In the closing remarks of this white paper, we point
to future directions and unanswered questions on
learning through play.
Thriving in the 21st century
Learning is sometimes thought of in the strictly cognitive or academic sense,
yet research in child development has shown us that learning is much broader
and interconnected.
Learning is broad,
interconnected and dynamic
A holistic view on learning
Newer approaches to theory and practice have done
an excellent job of extending the view of learning to
include areas such as physical (e.g., ne and gross
motor skills), social (e.g., empathy and theory of mind),
emotional (e.g., development self-regulation and even
self-conscious emotions), and creative development
(e.g., divergent thinking, making and expressing). This
broad view of learning is a tremendous step forward
in our understanding. However, some still view these
dierent domains as separate from each other. Such
a view fails to capture the real nature of learning-to-
learn and particularly the skills required in learning to
learn that truly allow children to be prepared for 21st
century opportunities (Golinko & Hirsh-Pasek, 2016).
We see the shortcomings of this domain-based
model in two ways.
Child development is interconnected
First, research in the last few decades has repeatedly
shown that the dierent domains of development are
not silos as much as they are interconnected gears:
development in one area can inuence development
in another. For example, physical development lays
the foundation for later cognitive and social skills. A
whole new world opens to a toddler who learns to walk
instead of crawling. Now, he can hold a toy with ease
and go in search of his caregiver, gaining access to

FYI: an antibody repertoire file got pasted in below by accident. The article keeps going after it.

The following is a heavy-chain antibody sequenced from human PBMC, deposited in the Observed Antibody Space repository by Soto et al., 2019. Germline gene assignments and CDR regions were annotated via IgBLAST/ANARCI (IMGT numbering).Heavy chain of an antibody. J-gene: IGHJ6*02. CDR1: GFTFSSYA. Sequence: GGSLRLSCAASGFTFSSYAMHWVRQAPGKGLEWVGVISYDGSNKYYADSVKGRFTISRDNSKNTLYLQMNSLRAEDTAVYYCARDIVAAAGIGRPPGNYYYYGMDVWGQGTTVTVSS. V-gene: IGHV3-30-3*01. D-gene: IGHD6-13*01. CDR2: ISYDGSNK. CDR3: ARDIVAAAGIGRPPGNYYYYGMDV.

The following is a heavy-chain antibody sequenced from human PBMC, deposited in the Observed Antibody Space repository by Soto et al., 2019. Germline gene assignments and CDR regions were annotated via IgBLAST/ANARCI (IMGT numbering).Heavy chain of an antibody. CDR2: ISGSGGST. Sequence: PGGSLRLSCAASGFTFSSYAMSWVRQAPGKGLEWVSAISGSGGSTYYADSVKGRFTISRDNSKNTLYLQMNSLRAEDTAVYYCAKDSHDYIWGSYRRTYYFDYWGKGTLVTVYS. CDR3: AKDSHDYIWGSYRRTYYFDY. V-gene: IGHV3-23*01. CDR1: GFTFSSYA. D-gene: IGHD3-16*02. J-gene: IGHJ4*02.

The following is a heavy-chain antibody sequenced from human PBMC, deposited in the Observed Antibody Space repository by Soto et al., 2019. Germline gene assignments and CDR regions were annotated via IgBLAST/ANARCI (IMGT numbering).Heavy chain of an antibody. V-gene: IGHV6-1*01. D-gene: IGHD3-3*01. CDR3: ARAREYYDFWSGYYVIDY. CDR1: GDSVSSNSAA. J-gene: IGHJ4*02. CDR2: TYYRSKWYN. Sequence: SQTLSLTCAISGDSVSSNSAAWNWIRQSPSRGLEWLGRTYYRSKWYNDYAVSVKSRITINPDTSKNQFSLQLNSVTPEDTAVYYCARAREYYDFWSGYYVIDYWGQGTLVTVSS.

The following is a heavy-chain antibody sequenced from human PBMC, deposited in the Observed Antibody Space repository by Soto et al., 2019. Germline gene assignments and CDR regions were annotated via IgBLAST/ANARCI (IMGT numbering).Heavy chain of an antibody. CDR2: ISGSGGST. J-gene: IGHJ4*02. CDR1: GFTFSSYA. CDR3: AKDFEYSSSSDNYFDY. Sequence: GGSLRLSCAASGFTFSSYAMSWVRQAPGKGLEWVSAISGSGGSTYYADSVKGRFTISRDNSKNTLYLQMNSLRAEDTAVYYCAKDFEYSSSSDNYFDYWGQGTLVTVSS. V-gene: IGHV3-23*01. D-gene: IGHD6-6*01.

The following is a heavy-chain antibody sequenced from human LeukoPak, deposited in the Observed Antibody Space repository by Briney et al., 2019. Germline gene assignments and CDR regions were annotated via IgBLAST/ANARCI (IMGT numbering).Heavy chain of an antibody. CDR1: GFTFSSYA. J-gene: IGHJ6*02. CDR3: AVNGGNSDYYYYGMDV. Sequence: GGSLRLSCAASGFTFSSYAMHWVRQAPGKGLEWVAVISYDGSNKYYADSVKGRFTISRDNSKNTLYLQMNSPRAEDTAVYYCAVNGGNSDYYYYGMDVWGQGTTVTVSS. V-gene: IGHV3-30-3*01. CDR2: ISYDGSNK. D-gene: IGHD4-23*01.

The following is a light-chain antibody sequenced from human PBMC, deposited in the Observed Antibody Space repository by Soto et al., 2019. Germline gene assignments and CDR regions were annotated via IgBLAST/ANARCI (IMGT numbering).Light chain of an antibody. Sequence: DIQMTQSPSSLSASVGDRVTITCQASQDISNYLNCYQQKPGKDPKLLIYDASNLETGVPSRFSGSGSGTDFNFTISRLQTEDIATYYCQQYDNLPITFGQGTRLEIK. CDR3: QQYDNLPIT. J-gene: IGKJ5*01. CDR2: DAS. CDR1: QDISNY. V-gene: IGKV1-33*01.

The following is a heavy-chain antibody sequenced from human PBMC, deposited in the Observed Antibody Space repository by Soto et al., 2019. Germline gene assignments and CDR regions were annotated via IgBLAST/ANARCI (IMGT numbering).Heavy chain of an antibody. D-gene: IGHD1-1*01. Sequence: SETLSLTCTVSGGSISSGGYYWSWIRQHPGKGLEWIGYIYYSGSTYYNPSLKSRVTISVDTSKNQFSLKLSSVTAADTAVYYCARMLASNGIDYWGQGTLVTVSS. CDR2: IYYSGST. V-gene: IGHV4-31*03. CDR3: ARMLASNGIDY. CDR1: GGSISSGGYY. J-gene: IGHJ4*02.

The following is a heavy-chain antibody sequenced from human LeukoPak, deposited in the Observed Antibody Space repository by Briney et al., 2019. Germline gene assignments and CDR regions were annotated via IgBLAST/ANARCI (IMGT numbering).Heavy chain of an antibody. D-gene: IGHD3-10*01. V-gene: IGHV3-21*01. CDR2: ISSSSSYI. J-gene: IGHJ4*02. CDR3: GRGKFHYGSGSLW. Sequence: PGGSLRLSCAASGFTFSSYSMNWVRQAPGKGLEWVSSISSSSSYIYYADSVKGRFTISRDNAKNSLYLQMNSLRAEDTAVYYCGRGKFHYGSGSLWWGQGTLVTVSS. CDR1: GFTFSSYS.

new interactions, language and play (Karaski, Tamis-
LeMonda, & Adolph, 2014).
Social competence and emotion regulation in turn
underpin children’s cognitive skills (McClelland, Acock
& Morrison, 2006), and language helps children interact
with peers in positive ways (Vallotton & Ayoub, 2011).
Studies looking across the span of childhood nd that
infants who are more physically active and explore
more at the age of 5 months show more success in
school at age 14 (Bornstein, Hahn, & Suwalsky, 2013).
These examples highlight that children’s growth and
development is beautifully complex and not easily
broken down into neat divisions. Importantly, lessons
from neuroscience also tell us that learning is dynamic
and not easily divisible into separate and independent
mental processes (e.g., Bassett et al., 2004; Dahaene,
2009; Sporns et al. 2004; Wandell, Rauschecker, &
Yeatman, 2012).
Learning-to-learn skills
Second, if we think about development as tting into
neat domain-based divisions, we lose sight of the
crucial learning-to-learn skills that cut across domain
boundaries (Golinko & Hirsh-Pasek, 2016). Truly
learning information and new skills requires a dynamic,
deep, conceptual understanding that often relies upon
all of those domains. For example, executive function
- a suite of abilities that includes working memory,
the ability to inhibit impulses, and switch attention
between tasks or rule sets - has been shown to relate
to a variety of academic skills including math and
literacy. Some studies have even found that children’s
impulse control in preschool predicts a wide range of